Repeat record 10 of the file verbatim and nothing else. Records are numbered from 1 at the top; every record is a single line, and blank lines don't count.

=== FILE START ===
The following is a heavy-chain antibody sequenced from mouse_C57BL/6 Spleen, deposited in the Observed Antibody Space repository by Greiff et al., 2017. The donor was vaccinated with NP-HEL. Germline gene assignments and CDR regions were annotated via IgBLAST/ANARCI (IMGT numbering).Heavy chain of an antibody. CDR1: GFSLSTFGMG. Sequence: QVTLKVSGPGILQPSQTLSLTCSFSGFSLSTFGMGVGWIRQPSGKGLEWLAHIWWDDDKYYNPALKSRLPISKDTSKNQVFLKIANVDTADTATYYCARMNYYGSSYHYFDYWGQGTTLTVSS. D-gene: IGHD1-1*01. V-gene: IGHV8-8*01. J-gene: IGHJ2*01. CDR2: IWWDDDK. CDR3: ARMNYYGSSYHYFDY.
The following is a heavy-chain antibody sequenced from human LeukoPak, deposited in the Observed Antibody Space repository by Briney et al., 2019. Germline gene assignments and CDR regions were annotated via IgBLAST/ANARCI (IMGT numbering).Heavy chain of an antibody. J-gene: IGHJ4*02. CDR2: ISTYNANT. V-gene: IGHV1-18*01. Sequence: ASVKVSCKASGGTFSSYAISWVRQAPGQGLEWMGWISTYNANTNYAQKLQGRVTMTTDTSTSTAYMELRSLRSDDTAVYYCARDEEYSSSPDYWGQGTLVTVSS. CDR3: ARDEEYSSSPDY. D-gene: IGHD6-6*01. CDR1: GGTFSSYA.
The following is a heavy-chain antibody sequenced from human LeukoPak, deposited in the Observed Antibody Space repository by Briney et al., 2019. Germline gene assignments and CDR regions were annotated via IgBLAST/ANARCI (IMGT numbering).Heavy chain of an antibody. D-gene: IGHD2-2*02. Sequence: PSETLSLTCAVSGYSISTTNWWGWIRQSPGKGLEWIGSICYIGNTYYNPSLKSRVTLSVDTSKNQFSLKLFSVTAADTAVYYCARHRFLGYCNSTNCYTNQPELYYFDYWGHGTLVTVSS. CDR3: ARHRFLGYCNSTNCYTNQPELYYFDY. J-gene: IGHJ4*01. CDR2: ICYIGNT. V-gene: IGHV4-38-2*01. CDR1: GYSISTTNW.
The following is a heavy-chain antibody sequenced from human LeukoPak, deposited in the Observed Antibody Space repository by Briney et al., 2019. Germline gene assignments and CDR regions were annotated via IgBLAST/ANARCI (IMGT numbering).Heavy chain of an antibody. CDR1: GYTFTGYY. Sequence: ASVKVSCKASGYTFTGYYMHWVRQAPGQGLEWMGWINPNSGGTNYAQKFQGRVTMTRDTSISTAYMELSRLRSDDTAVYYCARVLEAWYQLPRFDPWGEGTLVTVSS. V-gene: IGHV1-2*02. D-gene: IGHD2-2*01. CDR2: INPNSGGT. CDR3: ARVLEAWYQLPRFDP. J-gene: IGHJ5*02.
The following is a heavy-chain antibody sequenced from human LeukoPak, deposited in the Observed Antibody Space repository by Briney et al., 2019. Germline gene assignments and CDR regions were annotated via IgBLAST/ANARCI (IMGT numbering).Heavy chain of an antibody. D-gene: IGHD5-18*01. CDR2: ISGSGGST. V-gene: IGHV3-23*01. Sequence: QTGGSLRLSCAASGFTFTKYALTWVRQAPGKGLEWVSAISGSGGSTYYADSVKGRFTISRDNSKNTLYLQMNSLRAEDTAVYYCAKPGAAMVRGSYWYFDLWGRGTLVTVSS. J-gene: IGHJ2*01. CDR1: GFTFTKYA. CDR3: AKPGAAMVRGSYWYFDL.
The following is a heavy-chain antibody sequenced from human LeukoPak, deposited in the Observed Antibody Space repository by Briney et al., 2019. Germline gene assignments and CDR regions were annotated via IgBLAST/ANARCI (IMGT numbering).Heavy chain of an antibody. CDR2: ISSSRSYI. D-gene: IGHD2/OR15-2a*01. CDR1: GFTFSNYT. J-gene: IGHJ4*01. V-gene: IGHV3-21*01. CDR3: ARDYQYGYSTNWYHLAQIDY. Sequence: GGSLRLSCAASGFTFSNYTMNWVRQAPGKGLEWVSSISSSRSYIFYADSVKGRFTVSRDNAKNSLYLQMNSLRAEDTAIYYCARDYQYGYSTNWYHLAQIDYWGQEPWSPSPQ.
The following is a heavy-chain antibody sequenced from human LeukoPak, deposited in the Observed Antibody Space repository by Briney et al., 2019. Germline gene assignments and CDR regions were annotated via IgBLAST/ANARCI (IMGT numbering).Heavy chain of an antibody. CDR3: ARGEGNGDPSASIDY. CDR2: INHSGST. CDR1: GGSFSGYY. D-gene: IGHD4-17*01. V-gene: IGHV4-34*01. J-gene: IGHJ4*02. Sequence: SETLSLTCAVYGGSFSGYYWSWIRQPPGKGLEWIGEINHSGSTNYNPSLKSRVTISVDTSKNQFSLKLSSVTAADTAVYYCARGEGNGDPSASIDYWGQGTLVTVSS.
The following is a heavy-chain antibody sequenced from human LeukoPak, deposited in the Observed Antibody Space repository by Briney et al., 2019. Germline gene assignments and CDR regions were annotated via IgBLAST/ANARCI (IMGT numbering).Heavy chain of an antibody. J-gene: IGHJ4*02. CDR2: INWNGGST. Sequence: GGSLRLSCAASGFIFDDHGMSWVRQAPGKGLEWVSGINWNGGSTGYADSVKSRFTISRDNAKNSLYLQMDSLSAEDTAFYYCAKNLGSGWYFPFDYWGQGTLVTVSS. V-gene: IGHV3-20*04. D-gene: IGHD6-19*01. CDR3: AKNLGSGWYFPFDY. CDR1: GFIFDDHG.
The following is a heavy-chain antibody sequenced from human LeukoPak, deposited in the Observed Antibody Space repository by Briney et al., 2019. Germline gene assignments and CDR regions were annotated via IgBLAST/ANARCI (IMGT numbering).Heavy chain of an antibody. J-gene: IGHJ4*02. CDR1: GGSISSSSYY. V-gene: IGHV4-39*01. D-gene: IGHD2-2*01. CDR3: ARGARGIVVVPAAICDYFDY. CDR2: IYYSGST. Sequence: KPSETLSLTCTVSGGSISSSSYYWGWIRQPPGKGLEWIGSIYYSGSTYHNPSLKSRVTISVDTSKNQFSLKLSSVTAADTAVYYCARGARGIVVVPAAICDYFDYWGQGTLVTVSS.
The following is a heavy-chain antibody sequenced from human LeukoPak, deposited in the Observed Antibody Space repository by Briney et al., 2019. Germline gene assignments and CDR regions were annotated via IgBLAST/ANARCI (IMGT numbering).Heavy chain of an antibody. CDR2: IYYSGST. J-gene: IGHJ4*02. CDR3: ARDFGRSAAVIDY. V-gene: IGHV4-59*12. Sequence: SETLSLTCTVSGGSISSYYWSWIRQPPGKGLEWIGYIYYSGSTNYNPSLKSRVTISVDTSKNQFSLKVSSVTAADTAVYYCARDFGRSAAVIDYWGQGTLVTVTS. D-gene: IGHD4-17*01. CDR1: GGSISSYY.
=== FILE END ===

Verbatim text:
The following is a heavy-chain antibody sequenced from human LeukoPak, deposited in the Observed Antibody Space repository by Briney et al., 2019. Germline gene assignments and CDR regions were annotated via IgBLAST/ANARCI (IMGT numbering).Heavy chain of an antibody. CDR2: IYYSGST. J-gene: IGHJ4*02. CDR3: ARDFGRSAAVIDY. V-gene: IGHV4-59*12. Sequence: SETLSLTCTVSGGSISSYYWSWIRQPPGKGLEWIGYIYYSGSTNYNPSLKSRVTISVDTSKNQFSLKVSSVTAADTAVYYCARDFGRSAAVIDYWGQGTLVTVTS. D-gene: IGHD4-17*01. CDR1: GGSISSYY.